Selected Moments of the 20th Century

A work in progress edited by Daniel Schugurensky
Department of Adult Education, Community Development and Counselling Psychology,
The Ontario Institute for Studies in Education of the University of Toronto (OISE/UT)

1972

Learning to Be by Edgar Faure is published by UNESCO

UNESCO is the United Nations Educational, Scientific and Cultural Organization, founded in 1945. It is based in Paris, France and currently comprises 188 member states. Its main objective is to "contribute to peace and security in the world by promoting collaboration among nations through education, science, culture and communication in order to further universal respect for justice, for the rule of law and for the human rights and fundamental freedoms which are affirmed for the peoples of the world, without distinction of race, sex, language or religion, by the Charter of the United Nations" (UNESCO Website, 2000).

Learning to Be is a UNESCO publication also known as the Faure Commission Report. Edgar Faure presided over the International Commission on the Development of Education from 1971 - 72. The goal of the commission was broad: to critically reflect upon overall solutions to the major challenges in the development of education in a changing universe. Four fundamental assumptions underlie this work:

1) International community exists and is reflected in common aspirations, problems, trends, and movement toward one destiny.

2) Belief in democracy.

3) The aim of development is the complete fulfillment of people.

4) A comprehensive, lifelong education can produce the kind of complete person the need for whom is increasing in today's society (Faure, 1972 -italics mine).

The book is divided into three sections. The first section deals with the actual findings of the commission. The history of education from the primitive society to the modern age is briefly reviewed. "Current" characteristics of education as it was in 1972 are described from the various educational reforms to common trends to structural transformations. Next the needs and demand for education, expansions, limits thereof, and expenditures on education are discussed. The regional inequalities such as distribution of teachers and education for females are then reviewed. The final section of part one explicates the many challenges of education in a social context: the likes of blocked societies, hierarchies, and elitism. The section finishes with a discussion of progress in democratizing education around the world.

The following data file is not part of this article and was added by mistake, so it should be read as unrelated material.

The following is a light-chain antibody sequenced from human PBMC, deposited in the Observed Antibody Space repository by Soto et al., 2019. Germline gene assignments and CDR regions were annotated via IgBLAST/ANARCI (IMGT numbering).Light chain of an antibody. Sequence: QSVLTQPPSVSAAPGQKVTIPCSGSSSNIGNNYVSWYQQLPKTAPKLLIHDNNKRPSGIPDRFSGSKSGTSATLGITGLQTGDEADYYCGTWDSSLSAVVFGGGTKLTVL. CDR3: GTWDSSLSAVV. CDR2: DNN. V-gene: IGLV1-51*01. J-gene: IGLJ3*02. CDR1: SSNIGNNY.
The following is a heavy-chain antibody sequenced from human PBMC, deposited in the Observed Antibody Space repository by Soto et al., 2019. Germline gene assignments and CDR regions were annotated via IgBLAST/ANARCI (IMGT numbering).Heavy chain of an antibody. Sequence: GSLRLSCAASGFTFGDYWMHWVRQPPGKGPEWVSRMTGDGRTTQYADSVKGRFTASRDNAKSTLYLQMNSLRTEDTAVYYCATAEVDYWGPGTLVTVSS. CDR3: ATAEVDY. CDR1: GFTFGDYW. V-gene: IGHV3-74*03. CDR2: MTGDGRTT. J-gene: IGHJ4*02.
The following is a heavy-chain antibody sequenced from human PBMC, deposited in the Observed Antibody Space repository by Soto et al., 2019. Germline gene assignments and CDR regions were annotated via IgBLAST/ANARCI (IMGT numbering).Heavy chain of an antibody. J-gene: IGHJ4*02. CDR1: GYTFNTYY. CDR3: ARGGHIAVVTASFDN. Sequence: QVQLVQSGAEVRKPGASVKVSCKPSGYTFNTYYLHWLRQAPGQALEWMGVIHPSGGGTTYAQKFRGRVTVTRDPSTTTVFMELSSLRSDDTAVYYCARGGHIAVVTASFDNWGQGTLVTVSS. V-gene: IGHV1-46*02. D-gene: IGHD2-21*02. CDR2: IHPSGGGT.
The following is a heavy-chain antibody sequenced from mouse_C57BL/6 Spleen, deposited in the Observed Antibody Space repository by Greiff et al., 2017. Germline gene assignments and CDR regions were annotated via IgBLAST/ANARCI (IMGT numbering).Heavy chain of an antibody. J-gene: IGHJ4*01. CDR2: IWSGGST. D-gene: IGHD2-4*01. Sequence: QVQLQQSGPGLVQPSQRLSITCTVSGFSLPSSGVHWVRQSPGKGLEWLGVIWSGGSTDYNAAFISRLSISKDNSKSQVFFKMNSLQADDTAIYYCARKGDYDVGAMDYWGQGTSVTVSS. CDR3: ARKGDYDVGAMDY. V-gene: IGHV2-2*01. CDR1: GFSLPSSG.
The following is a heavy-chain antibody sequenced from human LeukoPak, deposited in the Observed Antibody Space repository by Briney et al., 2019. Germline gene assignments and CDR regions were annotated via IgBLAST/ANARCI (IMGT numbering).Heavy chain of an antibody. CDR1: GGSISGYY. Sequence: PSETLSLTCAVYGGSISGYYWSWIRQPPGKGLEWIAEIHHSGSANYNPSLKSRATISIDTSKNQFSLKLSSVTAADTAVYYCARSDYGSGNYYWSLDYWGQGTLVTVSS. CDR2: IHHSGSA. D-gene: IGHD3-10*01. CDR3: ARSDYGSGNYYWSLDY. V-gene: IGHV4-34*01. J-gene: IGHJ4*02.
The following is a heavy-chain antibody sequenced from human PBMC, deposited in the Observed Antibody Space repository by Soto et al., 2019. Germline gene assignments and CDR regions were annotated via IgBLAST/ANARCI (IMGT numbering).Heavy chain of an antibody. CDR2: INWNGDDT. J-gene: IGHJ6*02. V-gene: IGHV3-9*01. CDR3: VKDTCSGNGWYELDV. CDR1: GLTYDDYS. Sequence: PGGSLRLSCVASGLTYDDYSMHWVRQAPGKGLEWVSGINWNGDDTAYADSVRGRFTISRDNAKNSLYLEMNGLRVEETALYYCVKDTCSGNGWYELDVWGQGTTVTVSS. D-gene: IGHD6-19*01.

The second section of Learning to Be deals with the research at the time, technological developments, future challenges, and goals. Here the notion of pedagogy is raised with the comment that it has become more scientific with all the linkages to psychology, linguistics, cybernetics and so on. Modern pedagogy, Faure suggests, reflects a notion of continuing education rather than initial training. Faure also suggests that universities should all adopt the term "andragogy" to mean the lifelong science of training humans. Radio is mentioned as one technology available in all countries at that time. Computers are extolled as being a great asset both pedagogically and andragogically. This statement has certainly stood the test of time. What Faure and his commission recommended was a search for new educational order, specifically an order based on scientific and technological training. The latter components, says Faure, are essential to scientific humanism. Politics, in particular those of democracy, are noted as absent or minimal in some educational systems. The publication recommends that democratic education "must become a preparation for the real exercise of democracy" (p. 102). Cooperation or solidarity of countries in an effort to improve education is also noted as ideal. There is considerable discussion about the complete "man", which will be referred to as the complete person. Faure writes, "The physical, intellectual, emotional, and ethical integration of the individual into a complete person is a broad definition of the fundamental aim for education" (p. 156; italics mine). The onus is placed on society to assist us in finding our completeness.